Fighting HIV with HIV

By Rajan, T. V. | Natural History, February 2004 | Go to article overview

Fighting HIV with HIV


Rajan, T. V., Natural History


In its zeal to keep competing viruses out of a cell it controls, the AIDS virus may have exposed its own vulnerability.

The acquired immunodeficiency syndrome, AIDS, has proved a challenging foe for medicine since it first became widely known almost a quarter century ago. Unlike most viral diseases, AIDS attacks more by stealth and by subverting the human immune system than by frontal assault. The virus that causes the disease enters a cell with the grace of an expert thief picking a complicated lock, using an array of the cell's sensors to its own advantage. Then the virus hijacks the machinery of the cell to reproduce-not in some violent orgy that leads to quick cell death, but patiently, quietly, spreading itself without raising much of an alarm.

Some of the world's best minds in biology have been working hard since the 1980s to define, design, and deploy a vaccine to prevent infection by the AIDS virus, and perhaps even to defeat the virus in established cases. Unfortunately, after the first rush of enthusiasm for such a strategy, many investigators have wondered whether a preventative vaccine is likely to appear in the next several decades, much less the next few years. The original model, or basic design idea, for such a vaccine, which goes back to the late eighteenth-century tactic the English surgeon Edward Jenner used to make the first smallpox vaccine, has proved unsuccessful so far.

But there are other options. One approach is summed up in an aphorism quoted by the first-century A.D. Greek writer Plutarch: "Knavery is the best defense against a knave." The knavery of the AIDS virus is twofold: its cunning method of infection-a large protein, which dangles from the virus like a hair, tricks a cell into Rising with it-and its insidious practice, once it gets inside the cell membrane, of adding its own genetic material to that of its host. (The latter action is what gives the AIDS virus and a number of other similarly acting viruses their name: retroviruses.) Those two behaviors are what have made the disease so difficult to combat.

The best defensive knavery against the AIDS virus may be to exploit one or both these tricks. Virologists now realize that the ongoing AIDS pandemic is not the first time a species of mammal has come under attack by a retrovirus. For example, investigators recently discovered a group of mice that is immune to a highly virulent retrovirus that infects the genomes of almost all other mice living in the area, and that does so via much the same mechanism as the AIDS virus uses to infect the human genome. Furthermore, it is now clear that about 8 percent of the human genome derives from other viruses that long ago spliced their genetic material into human DNA. Understanding the effects of those earlier viral encounters holds out the possibility that we can end AIDS's reign of terror.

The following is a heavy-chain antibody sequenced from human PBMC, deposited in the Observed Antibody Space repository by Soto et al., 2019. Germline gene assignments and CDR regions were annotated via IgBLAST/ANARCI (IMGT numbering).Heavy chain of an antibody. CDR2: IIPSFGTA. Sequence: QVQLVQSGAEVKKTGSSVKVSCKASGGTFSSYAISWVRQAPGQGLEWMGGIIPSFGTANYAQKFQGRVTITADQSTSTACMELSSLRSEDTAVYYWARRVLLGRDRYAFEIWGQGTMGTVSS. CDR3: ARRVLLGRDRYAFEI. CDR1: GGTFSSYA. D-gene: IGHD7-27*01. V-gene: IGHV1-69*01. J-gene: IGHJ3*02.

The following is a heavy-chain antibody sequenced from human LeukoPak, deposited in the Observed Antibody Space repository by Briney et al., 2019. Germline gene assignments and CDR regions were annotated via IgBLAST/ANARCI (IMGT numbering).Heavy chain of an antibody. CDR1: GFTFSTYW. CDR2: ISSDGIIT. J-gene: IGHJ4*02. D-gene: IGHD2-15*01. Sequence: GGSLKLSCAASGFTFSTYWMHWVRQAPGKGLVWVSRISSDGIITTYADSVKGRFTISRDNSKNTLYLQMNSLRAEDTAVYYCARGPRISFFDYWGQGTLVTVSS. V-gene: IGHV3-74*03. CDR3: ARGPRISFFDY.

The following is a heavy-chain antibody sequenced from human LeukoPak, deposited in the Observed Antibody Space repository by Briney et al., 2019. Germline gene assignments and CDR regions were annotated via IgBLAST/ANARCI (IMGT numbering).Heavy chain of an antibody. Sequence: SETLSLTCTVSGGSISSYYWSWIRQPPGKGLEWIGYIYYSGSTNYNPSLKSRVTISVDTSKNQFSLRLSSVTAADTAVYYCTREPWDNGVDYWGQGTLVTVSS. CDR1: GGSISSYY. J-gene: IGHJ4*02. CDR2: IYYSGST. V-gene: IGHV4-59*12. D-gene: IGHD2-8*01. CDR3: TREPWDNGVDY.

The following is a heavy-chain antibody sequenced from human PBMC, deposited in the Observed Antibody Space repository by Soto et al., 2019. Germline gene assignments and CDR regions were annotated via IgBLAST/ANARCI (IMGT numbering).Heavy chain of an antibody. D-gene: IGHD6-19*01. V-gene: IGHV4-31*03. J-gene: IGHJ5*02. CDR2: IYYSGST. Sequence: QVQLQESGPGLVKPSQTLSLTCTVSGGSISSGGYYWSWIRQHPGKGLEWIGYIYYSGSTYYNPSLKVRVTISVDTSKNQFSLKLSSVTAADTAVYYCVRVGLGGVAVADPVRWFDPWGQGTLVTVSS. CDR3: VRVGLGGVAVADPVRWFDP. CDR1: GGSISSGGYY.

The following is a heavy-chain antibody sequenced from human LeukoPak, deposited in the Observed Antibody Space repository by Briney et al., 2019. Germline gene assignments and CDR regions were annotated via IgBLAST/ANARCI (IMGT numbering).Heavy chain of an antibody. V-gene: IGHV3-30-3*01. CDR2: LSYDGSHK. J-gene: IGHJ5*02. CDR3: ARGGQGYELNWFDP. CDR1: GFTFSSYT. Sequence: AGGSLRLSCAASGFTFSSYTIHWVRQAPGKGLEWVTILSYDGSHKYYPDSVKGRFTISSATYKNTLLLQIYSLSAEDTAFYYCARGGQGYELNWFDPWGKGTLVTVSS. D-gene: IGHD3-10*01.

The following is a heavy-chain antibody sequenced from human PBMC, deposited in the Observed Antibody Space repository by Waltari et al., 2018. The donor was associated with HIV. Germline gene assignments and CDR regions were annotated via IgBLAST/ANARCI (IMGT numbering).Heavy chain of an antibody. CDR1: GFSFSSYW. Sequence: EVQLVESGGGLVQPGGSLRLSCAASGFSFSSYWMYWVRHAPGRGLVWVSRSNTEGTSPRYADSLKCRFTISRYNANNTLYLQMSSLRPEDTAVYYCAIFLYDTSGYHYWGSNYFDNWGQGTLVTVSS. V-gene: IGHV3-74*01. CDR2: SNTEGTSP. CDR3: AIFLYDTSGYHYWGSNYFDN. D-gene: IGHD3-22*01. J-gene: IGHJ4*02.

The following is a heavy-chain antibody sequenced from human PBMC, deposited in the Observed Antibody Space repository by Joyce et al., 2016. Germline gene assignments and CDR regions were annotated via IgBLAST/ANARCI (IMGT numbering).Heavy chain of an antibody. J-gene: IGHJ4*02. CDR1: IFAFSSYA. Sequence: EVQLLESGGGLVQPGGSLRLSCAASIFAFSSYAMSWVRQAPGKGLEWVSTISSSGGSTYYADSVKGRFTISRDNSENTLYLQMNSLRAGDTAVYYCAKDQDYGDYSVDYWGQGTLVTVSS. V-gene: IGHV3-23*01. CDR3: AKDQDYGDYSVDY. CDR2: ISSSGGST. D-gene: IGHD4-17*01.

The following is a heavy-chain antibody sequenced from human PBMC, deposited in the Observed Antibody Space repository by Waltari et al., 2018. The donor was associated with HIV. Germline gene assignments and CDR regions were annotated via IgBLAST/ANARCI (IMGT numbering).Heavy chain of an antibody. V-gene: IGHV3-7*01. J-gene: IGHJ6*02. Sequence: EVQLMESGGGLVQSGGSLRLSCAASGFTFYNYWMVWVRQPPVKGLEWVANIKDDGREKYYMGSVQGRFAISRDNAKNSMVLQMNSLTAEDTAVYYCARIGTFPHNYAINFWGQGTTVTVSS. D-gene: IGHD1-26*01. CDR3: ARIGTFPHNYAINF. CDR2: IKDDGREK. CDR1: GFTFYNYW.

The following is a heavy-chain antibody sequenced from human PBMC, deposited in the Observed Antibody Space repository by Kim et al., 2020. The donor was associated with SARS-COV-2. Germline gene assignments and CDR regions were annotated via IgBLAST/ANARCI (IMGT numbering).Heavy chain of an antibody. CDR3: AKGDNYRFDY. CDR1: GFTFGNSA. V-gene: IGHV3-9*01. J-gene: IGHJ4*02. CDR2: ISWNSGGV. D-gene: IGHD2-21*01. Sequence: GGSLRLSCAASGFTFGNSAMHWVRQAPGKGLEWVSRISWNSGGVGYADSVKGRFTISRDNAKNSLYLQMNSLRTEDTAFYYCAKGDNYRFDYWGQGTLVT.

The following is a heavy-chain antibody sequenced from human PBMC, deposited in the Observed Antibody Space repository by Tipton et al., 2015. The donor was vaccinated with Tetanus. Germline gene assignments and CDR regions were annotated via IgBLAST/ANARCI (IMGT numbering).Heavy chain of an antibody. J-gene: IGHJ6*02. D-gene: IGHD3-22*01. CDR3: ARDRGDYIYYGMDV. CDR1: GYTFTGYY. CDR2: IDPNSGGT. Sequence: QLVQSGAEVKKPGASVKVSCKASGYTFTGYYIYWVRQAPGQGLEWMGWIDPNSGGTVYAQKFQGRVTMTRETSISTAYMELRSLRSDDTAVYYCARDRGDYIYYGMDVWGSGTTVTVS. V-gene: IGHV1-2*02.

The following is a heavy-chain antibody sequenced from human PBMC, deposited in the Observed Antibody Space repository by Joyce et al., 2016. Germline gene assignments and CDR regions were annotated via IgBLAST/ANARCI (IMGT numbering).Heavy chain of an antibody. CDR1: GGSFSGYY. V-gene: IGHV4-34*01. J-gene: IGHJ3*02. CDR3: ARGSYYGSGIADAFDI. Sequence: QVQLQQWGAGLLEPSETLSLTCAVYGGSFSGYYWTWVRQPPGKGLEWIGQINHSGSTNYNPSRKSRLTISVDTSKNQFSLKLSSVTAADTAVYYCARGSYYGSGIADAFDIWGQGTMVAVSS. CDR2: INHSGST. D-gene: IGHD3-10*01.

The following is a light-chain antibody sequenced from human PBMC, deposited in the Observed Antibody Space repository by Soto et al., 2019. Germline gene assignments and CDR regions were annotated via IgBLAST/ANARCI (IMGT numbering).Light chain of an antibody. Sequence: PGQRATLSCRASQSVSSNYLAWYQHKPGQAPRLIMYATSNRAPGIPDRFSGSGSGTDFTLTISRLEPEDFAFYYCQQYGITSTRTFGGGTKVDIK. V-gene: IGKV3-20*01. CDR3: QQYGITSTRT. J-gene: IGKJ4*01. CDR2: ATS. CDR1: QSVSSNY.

Thinking about ths reign of AIDS, I still harken back to a day in 1982, when I was a young assistant professor of surgical pathology at the Albert Einstein College of Medicine, in New York City. The AIDS epidemic was just surfacing, and microscope slides prepared from fluid rinsed through a patients air passages had just come in to the hospital's department of pathology. Almost every member of the unit gathered to look at the slides.

Reviewing specimens with the pathologist is an important learning experience for every young physician. Most doctors, though, loaded with heavy clinical burdens, seldom have the time for such reviews. Most material a pathologist examines, after all, is fairly commonplace. But the occasional rare specimen is of great interest, and on that day in 1982, the specimen in the pathology lab was highly unusual and still so rare that most of us had never seen it before.

The Mobility and Mortality Weekly Report, published by the Centers for Disease Control and Prevention (CDC) in Atlanta, had recently alerted the medical community that, in the preceding several weeks, a number of patients with similar case histories had been arriving at hospitals in large urban centers, particularly Los Angeles, New York City, and San Francisco. …

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